Date of Award
Master of Science
David C. Donovan
John D. Auxier II, Lawrence H. Heilbronn
Several barriers prevent the capability of on the grid nuclear fusion power plants. With the research presented here, these issues are confronted and the work makes progress towards addressing known gaps in the fusion community’s understanding of material and impurity migration in fusion devices. Recent successes that were achieved during the DIII-D metal rings campaign of the summer in 2016 must continue to develop in preparation for testing on additional plasma devices. During this campaign, impurities generated from the metal tiles of DIII-D were collected on graphite collector probes. These were then studied with several techniques, and it has been shown that traditional analytical techniques such as Rutherford backscattering and inductively coupled plasma mass spectrometry (ICP-MS) are able to determine the presence and isotopic ratios of heavy metals. Adding to these tools, an in depth study of laser ablation mass spectrometry (LAMS) is necessary. Methods have been developed so that they may be used in direct solid sample analysis of graphite collector probes using LAMS. With these procedures in place, a comparative study has be completed between the LAMS system and traditional aqueous intake ICP-MS. With these results in hand, empirical evidence may be used to benchmark computational techniques for interpretive modeling of impurity transport in fusion devices like the DIVIMP-OEDGE-WallDYN code.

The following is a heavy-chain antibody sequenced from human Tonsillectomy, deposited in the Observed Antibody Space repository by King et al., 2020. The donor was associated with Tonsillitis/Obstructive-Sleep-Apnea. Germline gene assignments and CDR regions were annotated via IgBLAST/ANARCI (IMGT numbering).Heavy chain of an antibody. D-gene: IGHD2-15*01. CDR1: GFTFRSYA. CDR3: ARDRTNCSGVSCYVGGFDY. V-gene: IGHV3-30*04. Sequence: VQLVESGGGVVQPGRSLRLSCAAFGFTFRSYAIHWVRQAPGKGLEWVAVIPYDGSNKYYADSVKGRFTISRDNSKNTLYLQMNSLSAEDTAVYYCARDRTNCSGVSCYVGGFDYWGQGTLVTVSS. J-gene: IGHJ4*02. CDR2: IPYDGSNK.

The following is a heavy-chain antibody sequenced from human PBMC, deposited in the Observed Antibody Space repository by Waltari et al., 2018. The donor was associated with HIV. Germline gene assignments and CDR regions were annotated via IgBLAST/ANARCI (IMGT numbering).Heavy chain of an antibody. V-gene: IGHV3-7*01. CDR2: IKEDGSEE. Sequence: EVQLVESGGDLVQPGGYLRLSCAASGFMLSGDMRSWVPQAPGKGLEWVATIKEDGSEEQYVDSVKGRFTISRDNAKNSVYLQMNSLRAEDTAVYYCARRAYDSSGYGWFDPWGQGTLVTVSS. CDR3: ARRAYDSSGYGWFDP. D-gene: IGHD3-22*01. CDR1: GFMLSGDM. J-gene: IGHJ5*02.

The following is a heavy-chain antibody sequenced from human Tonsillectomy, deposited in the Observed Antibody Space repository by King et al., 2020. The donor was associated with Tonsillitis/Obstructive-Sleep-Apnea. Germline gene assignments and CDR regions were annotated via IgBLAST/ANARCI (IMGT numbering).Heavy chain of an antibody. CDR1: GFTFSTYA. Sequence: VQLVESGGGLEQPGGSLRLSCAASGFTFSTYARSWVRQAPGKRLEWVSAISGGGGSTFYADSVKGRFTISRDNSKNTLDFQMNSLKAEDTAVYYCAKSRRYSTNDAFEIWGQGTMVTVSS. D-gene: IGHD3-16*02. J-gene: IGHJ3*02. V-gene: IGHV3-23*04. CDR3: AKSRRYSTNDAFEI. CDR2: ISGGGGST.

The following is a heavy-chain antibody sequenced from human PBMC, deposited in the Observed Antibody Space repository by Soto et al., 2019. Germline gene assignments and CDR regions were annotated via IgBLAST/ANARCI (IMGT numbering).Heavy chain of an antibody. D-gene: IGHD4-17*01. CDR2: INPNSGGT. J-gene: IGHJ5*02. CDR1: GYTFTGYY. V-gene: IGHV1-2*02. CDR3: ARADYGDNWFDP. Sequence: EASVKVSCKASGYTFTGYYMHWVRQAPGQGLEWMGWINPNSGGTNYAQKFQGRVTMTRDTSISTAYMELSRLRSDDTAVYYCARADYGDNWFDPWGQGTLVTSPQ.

Duran, Jonah David, "The Application of Mass Spectrometry Techniques for the Benefit of Tungsten Impurity Transport Research and Nuclear Fusion. " Master's Thesis, University of Tennessee, 2017.